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Celtic pulled the Catalans' statistical pants down on Wednesday night, while Tottenham's goalkeeping conundrum turns out to be a choice between two terrible options

By George Ankers

Barcelona's patented preaching to the irritated

"You can take our ball ... but you can never take our freedom!" shouted absolutely nobody at all on Wednesday night, as that would be the sort of demeaning national stereotype to which WWLTW has categorically never played. No, sir! Ahem.

It is a shame that nobody shouted such a thing, however, as it would have made a superb point about Celtic's defeat of Barcelona.

In an even more exaggerated dominance than usual, the visiting Catalans had 83.6 per cent of the possession at Celtic Park. They completed nearly 1000 passes, more than six times the amount that the home side could boast.

It is an approach for which Barca have been lauded extensively by football observers everywhere. They hold the ball for three straight minutes in midfield and the "ooohs" and "aaahs" start on Twitter, bouncing from viewer to viewer to viewer to viewer to viewer like ... you can probably finish that simile yourself.

Tiki-taka has long since stopped being a tactic. It is now a cult, protected by its servants with feral vigour rarely seen outside of Twilight fans (who themselves are rarely seen outside).

What we weren't allowed to learn this week...
The hilarious power cut in Braga on Wednesday was a gigantic missed opportunity for football. Instead of waiting 10 minutes to resume under 'normal' conditions, the match should have been allowed to continue. The true greatness of the likes of Robin van Persie would have been properly tested by being forced to play in the dark.
Sure, Barcelona regularly demolish all comers in La Liga – and plenty in the Champions League, as well. But, when finances are so uncompetitively skewed as they are in Spain, that is to be expected.

This makes a lot of people go gooey-eyed when they see the possession percentages, regularly found in the 60s and 70s. But the stat that really matters is goals and, it turns out, you only need 16.4% of the ball to be exactly 100% better at scoring.

This happens now and then because the evangelistic Barca have steadfastly refused to invest in any kind of Plan B in the belief that it would somehow cheapen football, belittle the Catalunyan people and possibly also end the world.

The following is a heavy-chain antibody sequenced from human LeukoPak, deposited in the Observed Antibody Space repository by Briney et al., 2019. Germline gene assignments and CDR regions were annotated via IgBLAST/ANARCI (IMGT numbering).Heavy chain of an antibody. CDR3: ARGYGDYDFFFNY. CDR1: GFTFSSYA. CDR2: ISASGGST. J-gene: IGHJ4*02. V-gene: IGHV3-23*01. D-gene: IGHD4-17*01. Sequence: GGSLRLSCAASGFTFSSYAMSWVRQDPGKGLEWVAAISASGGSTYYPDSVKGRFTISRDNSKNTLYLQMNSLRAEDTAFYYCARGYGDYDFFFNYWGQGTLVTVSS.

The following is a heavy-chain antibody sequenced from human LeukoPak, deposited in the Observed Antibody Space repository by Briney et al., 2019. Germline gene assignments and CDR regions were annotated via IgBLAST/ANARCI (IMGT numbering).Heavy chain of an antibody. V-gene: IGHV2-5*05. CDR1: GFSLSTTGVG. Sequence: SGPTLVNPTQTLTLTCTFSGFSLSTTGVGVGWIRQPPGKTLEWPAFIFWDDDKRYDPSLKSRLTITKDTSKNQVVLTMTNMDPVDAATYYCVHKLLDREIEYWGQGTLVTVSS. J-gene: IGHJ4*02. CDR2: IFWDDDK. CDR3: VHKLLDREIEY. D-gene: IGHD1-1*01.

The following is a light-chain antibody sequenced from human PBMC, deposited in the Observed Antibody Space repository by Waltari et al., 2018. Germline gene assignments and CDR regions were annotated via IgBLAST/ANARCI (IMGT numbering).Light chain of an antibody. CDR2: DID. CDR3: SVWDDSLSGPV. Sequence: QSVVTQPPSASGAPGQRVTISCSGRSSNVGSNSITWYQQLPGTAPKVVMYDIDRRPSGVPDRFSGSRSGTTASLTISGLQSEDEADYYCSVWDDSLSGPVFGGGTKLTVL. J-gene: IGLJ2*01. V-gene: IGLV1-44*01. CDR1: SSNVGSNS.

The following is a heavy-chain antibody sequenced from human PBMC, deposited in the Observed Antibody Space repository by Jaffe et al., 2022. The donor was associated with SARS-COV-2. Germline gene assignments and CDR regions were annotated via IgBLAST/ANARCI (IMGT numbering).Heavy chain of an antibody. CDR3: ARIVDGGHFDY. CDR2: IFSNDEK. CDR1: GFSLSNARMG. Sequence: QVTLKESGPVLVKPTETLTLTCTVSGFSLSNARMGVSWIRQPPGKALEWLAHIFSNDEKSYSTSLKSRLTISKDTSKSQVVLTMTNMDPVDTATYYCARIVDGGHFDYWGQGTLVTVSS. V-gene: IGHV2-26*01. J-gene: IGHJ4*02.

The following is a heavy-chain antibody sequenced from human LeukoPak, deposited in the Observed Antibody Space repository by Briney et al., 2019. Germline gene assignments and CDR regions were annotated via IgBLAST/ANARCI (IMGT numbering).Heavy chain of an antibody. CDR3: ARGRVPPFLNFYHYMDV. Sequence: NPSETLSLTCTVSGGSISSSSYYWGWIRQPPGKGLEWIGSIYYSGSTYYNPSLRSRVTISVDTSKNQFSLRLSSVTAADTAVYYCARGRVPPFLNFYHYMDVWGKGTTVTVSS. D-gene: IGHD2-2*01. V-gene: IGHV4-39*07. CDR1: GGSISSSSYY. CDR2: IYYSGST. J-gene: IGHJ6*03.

Well, congratulations, Blaugrana. The sky may not be falling but stubbornly losing is a lot uglier than you make it look.

Photo of the week


Rod Stewart reacts to news that Federico Macheda is set to leave Manchester United (probably)

What's keeping Tottenham? Nothing

Whatever happened to the controversy over Andre Villas-Boas' goalkeeping selection?

For weeks and weeks now we have been hearing endless whining about how Brad Friedel is good but not as good as Hugo Lloris would be if given the No.1 role. On and on it went as the Tottenham boss delayed dropping his incumbent keeper until he did something for which it would be worth being dropped.

And now, in the space of five days, both have now conspired to prove themselves past it and useless, respectively. Well done, all involved.

Against Wigan, Friedel punched a ball about as hard as a pensioner can be expected to punch anything and Spurs consequently lost the match. It gave Lloris a way into the side.

What we will learn this weekend...
Look out for Chelsea, who proved themselves in midweek acutely able to win games that they should have lost, meeting Liverpool, who have repeatedly proven themselves uncannily capable of losing games that they should win. We will finally learn what happens when the opposite of an unstoppable force meets the opposite of an immovable object.
Missing an open goal is usually a good thing for keepers but not on this metaphorical occasion. The Frenchman made himself look all kinds of stupide against Maribor, offering a suicidal pass to the under-pressure Kyle Naughton on the flank, then looking surprised when he received an even worse ball back and gently kicked it against the onrushing striker for an easy goal.

Clearly, this whole debate has been a complete waste of time. Spurs will have to bin both of these dunderheads and search for a new goalkeeper altogether. Maybe another two – obviously putting them in direct, unnecessary competition really brings out the best in both.

Either way, Carlo Cudicini must be pretty narked off.

Quality gets its rewards in the end

Jermain Defoe may be a little peeved, as well. Overlooked by England in favour of Daniel Sturridge, who was briefly useful as a left-wing shock trooper in the autumn of 2011 but has been all talk and no walk ever since, the striker has been very harshly done by.

WWLTW has not got time to keep moaning about that, though. It has party preparations to make.

There are fanfares to be parped out of trumpets, banquets to be roasted and giant banners reading: "Welcome to the England squad, Leon Osman" to be displayed. That last part will not take long to get ready – they have been hung up expectantly on this column's wall since 2006.

The owl-like Roy Hodgson picks some strange players sometimes and hoots blabbermouthishly on public transport too often but it is genuinely delightful to see a long-unsung hero rewarded. So the cake's on WWLTW. Hooray!

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